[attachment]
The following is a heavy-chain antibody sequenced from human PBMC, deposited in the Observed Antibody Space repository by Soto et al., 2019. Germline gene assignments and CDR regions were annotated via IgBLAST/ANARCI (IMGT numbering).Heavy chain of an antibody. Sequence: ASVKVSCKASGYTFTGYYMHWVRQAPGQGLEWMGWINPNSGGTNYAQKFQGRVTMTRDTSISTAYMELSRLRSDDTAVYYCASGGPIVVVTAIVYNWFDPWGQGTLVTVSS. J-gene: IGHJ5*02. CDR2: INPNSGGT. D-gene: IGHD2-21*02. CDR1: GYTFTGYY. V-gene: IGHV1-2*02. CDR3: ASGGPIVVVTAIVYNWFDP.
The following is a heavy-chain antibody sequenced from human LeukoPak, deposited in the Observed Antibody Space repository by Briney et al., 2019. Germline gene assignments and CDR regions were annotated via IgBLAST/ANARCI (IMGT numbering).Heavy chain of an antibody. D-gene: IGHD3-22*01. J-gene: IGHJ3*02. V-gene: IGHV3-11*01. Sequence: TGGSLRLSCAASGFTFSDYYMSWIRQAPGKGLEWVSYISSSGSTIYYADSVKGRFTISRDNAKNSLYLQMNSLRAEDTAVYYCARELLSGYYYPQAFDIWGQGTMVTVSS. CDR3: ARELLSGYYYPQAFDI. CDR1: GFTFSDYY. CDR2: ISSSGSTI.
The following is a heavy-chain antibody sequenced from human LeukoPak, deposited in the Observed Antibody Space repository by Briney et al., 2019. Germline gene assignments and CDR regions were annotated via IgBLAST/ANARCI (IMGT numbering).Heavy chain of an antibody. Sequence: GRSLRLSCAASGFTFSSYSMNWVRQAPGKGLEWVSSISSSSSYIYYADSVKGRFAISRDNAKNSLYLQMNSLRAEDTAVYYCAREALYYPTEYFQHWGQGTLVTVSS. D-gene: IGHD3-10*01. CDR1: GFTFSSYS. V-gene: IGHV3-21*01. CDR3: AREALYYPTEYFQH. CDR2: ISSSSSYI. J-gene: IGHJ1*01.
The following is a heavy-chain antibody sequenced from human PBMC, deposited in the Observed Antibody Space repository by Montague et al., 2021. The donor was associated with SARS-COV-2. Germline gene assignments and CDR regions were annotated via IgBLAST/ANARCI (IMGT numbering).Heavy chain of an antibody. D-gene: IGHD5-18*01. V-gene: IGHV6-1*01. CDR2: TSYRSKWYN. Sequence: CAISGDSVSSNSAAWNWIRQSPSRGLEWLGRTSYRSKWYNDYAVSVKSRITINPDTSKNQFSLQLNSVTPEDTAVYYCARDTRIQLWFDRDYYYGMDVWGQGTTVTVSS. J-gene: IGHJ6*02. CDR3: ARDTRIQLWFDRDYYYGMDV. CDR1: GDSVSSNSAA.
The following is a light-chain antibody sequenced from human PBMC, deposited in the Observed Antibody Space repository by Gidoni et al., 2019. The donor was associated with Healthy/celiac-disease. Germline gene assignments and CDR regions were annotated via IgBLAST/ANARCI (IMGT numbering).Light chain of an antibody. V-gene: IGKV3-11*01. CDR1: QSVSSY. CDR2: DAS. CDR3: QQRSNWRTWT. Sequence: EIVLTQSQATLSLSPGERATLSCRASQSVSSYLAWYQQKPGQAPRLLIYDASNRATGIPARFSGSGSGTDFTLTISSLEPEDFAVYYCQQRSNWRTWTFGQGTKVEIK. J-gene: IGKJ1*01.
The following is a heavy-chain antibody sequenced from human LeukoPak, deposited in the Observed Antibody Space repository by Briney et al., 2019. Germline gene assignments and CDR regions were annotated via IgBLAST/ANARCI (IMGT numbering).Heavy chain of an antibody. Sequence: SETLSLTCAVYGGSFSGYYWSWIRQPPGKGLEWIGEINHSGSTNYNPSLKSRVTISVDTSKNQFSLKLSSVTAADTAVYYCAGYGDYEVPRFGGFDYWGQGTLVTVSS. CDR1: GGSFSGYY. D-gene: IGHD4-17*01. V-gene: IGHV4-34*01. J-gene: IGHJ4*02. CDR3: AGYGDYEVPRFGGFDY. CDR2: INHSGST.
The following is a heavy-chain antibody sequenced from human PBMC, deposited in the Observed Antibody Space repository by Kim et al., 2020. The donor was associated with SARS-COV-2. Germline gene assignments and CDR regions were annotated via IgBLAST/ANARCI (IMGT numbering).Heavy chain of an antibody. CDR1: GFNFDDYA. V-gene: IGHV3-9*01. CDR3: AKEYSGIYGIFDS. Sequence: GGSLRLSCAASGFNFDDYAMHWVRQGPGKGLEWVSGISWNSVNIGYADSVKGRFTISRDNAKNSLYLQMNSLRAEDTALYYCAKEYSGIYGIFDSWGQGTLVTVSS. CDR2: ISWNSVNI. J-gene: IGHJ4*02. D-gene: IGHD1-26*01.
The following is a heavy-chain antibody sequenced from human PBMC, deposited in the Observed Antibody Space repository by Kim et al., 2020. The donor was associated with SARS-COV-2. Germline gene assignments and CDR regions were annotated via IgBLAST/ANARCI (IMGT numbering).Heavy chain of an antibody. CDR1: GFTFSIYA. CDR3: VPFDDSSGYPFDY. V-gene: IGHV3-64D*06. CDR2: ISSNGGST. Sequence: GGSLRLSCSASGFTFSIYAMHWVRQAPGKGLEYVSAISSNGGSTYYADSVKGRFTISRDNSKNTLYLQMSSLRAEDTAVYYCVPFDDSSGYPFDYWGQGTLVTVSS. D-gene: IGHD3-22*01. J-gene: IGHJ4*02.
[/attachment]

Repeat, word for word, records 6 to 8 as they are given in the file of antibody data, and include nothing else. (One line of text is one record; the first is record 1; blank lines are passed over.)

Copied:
The following is a heavy-chain antibody sequenced from human LeukoPak, deposited in the Observed Antibody Space repository by Briney et al., 2019. Germline gene assignments and CDR regions were annotated via IgBLAST/ANARCI (IMGT numbering).Heavy chain of an antibody. Sequence: SETLSLTCAVYGGSFSGYYWSWIRQPPGKGLEWIGEINHSGSTNYNPSLKSRVTISVDTSKNQFSLKLSSVTAADTAVYYCAGYGDYEVPRFGGFDYWGQGTLVTVSS. CDR1: GGSFSGYY. D-gene: IGHD4-17*01. V-gene: IGHV4-34*01. J-gene: IGHJ4*02. CDR3: AGYGDYEVPRFGGFDY. CDR2: INHSGST.
The following is a heavy-chain antibody sequenced from human PBMC, deposited in the Observed Antibody Space repository by Kim et al., 2020. The donor was associated with SARS-COV-2. Germline gene assignments and CDR regions were annotated via IgBLAST/ANARCI (IMGT numbering).Heavy chain of an antibody. CDR1: GFNFDDYA. V-gene: IGHV3-9*01. CDR3: AKEYSGIYGIFDS. Sequence: GGSLRLSCAASGFNFDDYAMHWVRQGPGKGLEWVSGISWNSVNIGYADSVKGRFTISRDNAKNSLYLQMNSLRAEDTALYYCAKEYSGIYGIFDSWGQGTLVTVSS. CDR2: ISWNSVNI. J-gene: IGHJ4*02. D-gene: IGHD1-26*01.
The following is a heavy-chain antibody sequenced from human PBMC, deposited in the Observed Antibody Space repository by Kim et al., 2020. The donor was associated with SARS-COV-2. Germline gene assignments and CDR regions were annotated via IgBLAST/ANARCI (IMGT numbering).Heavy chain of an antibody. CDR1: GFTFSIYA. CDR3: VPFDDSSGYPFDY. V-gene: IGHV3-64D*06. CDR2: ISSNGGST. Sequence: GGSLRLSCSASGFTFSIYAMHWVRQAPGKGLEYVSAISSNGGSTYYADSVKGRFTISRDNSKNTLYLQMSSLRAEDTAVYYCVPFDDSSGYPFDYWGQGTLVTVSS. D-gene: IGHD3-22*01. J-gene: IGHJ4*02.